More precisely: If $G$ is a (linear) algebraic group over a field $k$, and if $V$ is a finite dimensional linear representation of $G$ as $k$algebraic group ("rational repr"), one can consider the group $C^i(G,V)$ of all regular functions $$\prod^iG=G \times \cdots \times G \to V;$$ using the "usual" boundary mappings for group cohomology, $C^\bullet(G,V)$ can be viewed as a complex. The key feature is that the cohomology of the complex $C^\bullet(G,V)$ coincides with the derived functor cohomology of $V$ in the category of rational representations of $G$. (I'm suppressing here the correct definition of $C^\bullet(G,V)$ for infinite dimensional rational representations $V$ of $G$).
This point of view makes (more?) clear how this "algebraic" cohomology can diverge from "ordinary" cohomology. Consider e.g. the additive group $G = \mathbf{G}_a$ over $k$, and consider the trivial repr. $V = k$. The algebraic cohomology $H^1(\mathbf{G}_a,k)$ identifies with the set of additive regular functions $\mathbf{G}_a \to k$; this is 1dimensional if $k$ has char. 0, while if $k$ has char. $p>0$ this cohomology has a $k$basis of the form {$T^{p^i} \mid i \ge 0$ } (for a suitable regular function $T:\mathbf{G}_a \to k$). On the other hand, the "ordinary" first cohomology for the group $k = \mathbf{G}_a(k)$ is just the set of all "abstract" group homomorphisms $k \to k$. In general, there are many such homomorphisms which are not regular functions (e.g. take $p$throots of the function $T$ in positive characteristic).
Yes, it's called "rational cohomology"  not to be confused with cohomology with rational coefficients... see eg "Rational and Generic cohomology" by Cline, Parshall, Scott and van der Kallen, Inventiones.
By using google I have even found a link, make sure it is legal for you to download this file:

1$\begingroup$ I've added the GDZ archive link to that paper in my answer. They seem to have most of the older German journals freely accessible online. $\endgroup$ Sep 22 '15 at 16:21
This post came up on my RSS feed, and I didn't see that it had been answered in 2011, but since I've now written the following, you may as well have it ...
One other point, which I think is relevant to your question. If you take $G$ over $k=\bar k$, char $k=p$ with a Frobenius map $F$ whose fixed points $G^F$ is a split Chevalley group $G^F=G(q)$ with $q=p^r$, then CPSvdK in their 1977 Inventiones paper explain a strong connection between the rational cohomology $H^i(G,M)$ and $H^i(G(q),M)$ for $M$ a finitedimensional rational $G$module. As other posters have pointed out, there is divergence between the two, even for $q$ sufficiently large. One has to perform sufficiently many Frobenius twists to $M$ to make the two sides agree. The first example is for $G=SL_2$ and $k$ has characteristic $2$. Then if the natural module is $V=L(1)$, this has $H^1(SL_2,V)=0$ in the rational setting but for all $r>1$, $H^1(SL_2(2^r),V)$ is $1$dimensional. The 'generic cohomology' is achieved as the stable limit $H^i(G(q),M)$ for $q=p^r$ as $r\to \infty$. So $H_\mathrm{gen}^1(SL_2,V)\cong k$.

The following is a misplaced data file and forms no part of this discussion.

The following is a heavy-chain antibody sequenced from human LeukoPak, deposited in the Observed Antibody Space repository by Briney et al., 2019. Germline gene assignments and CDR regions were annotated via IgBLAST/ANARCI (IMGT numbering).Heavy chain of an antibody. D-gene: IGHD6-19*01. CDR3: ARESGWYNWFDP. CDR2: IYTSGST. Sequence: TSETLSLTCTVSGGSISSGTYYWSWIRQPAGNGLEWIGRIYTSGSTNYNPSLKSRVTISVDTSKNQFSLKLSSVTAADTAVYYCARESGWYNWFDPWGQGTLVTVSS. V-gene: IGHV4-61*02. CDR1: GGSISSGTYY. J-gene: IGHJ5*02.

What's the difference between $H^i$ and $H^i_\mathrm{gen}$? Well, with a little computation you can see that in order to get the nontrivial cocycles of $H^1_\mathrm{gen}(SL_2,V)$ in $H^1(SL_2,V)$ you would have to be able to take square roots. Well, of course, you can't do this in the category of algebraic morphisms.
But there is also another cohomology coming from forgetting all variety structure and allowing maps to be nonmorphisms. So we're just looking at $G$ as a(n infinite) group. We could denote this $H^i_{\mathrm{abs}}(G,M)$ (where the 'abs' is for abstract). In the category of abstract $G$modules, of course you can take any set theoretic map you like, so square roots are fine. And in fact one has an isomorphism $H^i(G_\mathrm{abs},M)\cong H^i(G_\mathrm{gen},M)$. I am led to believe that there is an article by Brian Parshall, [EDIT: with thanks to Wilberd van der Kallen] 'Cohomology of algebraic groups' in [The Arcata conference on Representations of Finite Groups, Proc Symp Pure Math 47 Part 1] which gives a proof of this for finitedimensional rational modules $M$ using an argument he attributes to van der Kallen.

$\begingroup$ Why refer to something that is difficult to get hold of? Just refer to our 1977 Inventiones paper which was a joint paper for good reasons. $\endgroup$ Sep 23 '15 at 7:02

$\begingroup$ @WilberdvanderKallen, becauseand I got this from the horses' mouths, if Brian and Len do not mind being compared to horsesin your 1977 paper you do not prove that abstract cohomology and generic cohomology are the same. $\endgroup$ Sep 23 '15 at 13:42

$\begingroup$ @David_Stuart. Am I missing a projective limit? Is the argument of van der Kallen that this is the kind of limit that is treated by J. E. Roos in LNM 92, Berlin 1969 ? $\endgroup$ Sep 23 '15 at 14:01

1$\begingroup$ @David_Stuart The paper by Brian is called "Cohomology of Algebraic groups" and it explains that generic cohomology of a finite dimensional module equals discrete cohomology because the projective limit satisfies the MittagLeffler condition. $\endgroup$ Sep 23 '15 at 14:48

$\begingroup$ @WilberdvanderKallen Aha. Yes. Somehow I have found that paper in my collection and it is Theorem 4(d). (And the argument is, as claimed, attributed to someone called van der Kallen.) $\endgroup$ Sep 23 '15 at 23:36